The Jesuit Centre for Faith and Justice has made a submission to the Department of Agriculture, Food and the Marine on the ‘Agriculture Appeals (Amendment) Bill 2020’. With this submission we hope to contribute to the to the ongoing discussion of the importance of maintaining and enhancing the ecological integrity of our ecosystems through appropriate and sensitive use of our natural resources, whether in forestry, agriculture, or our built environment.
The proposals presented in this Amendment Bill, brought forward by Green Party Minister, Pippa Hackett, intend to achieve an ‘aligning’ between the forestry licensing and appeals processes with the planning processes. However, it is clear that the primary intention here is to reduce the number of challenges to planning decisions, rather than addressing the underlying issues that has led to the high number of appeals being taken.
Careful reading of the Green Party’s vision for Irish forestry in its ‘Close to Nature Forestry’ policy shows us that the party understands that the current forestry system is not fit for purpose in terms of the ecological and societal issues associated with it. There is recognition of the need to change the system to make it work better for our climate, communities, farmers, and the forestry industry. There is no mention within this document of the need to amend the appeals process. However, this Amendment Bill, which is the first major legislative change that Minister Hackett is tabling, does not in any way progress any of the recommendations that are listed in the Green Party’s policy and instead concentrates on reducing the right to appeal licensing decisions.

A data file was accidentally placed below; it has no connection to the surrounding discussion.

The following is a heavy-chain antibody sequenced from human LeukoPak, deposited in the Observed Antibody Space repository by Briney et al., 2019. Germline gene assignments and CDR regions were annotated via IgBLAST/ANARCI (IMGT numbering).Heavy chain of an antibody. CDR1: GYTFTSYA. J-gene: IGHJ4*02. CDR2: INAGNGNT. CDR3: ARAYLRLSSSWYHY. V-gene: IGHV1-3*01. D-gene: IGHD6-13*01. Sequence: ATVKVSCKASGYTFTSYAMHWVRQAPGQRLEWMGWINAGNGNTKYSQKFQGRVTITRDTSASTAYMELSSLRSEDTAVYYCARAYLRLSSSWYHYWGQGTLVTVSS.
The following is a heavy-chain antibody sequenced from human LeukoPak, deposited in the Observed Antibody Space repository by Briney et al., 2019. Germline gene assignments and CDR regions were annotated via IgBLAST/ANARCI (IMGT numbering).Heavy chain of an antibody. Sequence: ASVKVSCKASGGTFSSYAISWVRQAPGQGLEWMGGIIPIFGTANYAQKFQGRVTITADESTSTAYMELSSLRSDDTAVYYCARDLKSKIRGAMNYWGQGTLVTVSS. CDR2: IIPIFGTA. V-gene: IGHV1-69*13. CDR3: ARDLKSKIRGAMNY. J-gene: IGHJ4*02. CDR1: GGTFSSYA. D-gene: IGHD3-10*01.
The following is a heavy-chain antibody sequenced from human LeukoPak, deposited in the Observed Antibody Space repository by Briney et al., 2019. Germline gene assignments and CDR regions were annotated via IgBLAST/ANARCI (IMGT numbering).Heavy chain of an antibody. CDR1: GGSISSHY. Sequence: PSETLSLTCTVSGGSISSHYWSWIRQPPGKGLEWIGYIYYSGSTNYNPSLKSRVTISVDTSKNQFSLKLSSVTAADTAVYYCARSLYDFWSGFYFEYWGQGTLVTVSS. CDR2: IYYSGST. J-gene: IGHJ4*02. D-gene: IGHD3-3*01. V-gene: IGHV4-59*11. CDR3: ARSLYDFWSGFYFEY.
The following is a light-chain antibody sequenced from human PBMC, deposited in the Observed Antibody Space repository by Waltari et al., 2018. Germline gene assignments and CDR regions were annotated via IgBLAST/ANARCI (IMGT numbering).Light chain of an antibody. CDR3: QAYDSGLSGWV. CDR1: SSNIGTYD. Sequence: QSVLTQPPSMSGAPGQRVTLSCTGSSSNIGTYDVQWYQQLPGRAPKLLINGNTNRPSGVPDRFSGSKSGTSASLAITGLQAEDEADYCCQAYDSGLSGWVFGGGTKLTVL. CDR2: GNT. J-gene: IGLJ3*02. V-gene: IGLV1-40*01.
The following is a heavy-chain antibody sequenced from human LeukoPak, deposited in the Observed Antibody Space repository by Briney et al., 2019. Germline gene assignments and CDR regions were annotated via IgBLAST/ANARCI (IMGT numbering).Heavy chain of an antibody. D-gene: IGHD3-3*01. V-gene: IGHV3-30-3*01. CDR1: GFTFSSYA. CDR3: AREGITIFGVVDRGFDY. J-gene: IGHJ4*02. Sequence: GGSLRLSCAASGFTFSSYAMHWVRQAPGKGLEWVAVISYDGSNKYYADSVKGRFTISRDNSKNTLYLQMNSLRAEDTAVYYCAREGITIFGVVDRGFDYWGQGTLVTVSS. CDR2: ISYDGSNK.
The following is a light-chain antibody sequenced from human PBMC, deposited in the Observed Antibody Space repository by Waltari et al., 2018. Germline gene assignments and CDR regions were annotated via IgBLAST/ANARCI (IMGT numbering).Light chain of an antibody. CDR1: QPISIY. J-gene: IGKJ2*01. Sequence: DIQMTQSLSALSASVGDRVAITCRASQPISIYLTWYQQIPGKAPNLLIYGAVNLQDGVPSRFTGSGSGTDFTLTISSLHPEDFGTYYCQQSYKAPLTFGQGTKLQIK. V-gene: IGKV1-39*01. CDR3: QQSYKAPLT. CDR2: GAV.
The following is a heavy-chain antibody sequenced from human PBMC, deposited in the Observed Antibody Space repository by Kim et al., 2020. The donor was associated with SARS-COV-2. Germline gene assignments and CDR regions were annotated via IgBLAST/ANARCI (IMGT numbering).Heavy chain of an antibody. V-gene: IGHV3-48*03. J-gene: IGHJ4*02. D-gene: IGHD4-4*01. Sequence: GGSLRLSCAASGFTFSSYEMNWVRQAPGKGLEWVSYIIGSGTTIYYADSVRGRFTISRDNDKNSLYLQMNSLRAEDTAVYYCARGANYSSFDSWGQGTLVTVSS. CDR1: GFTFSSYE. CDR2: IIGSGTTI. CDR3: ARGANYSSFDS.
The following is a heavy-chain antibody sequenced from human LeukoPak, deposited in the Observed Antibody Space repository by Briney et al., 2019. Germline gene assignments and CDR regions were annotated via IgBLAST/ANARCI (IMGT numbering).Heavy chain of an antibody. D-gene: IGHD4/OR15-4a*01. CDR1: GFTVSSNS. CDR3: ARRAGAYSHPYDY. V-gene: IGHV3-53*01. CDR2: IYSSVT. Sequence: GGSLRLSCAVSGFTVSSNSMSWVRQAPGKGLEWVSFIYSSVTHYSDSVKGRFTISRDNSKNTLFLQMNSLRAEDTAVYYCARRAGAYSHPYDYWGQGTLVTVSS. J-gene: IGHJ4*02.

Implication of this Amendment Bill
There are two major implications of this amendment: the ecological impact of the forestry industry and the contravention of the Aarhus Convention as it relates to access to environmental justice.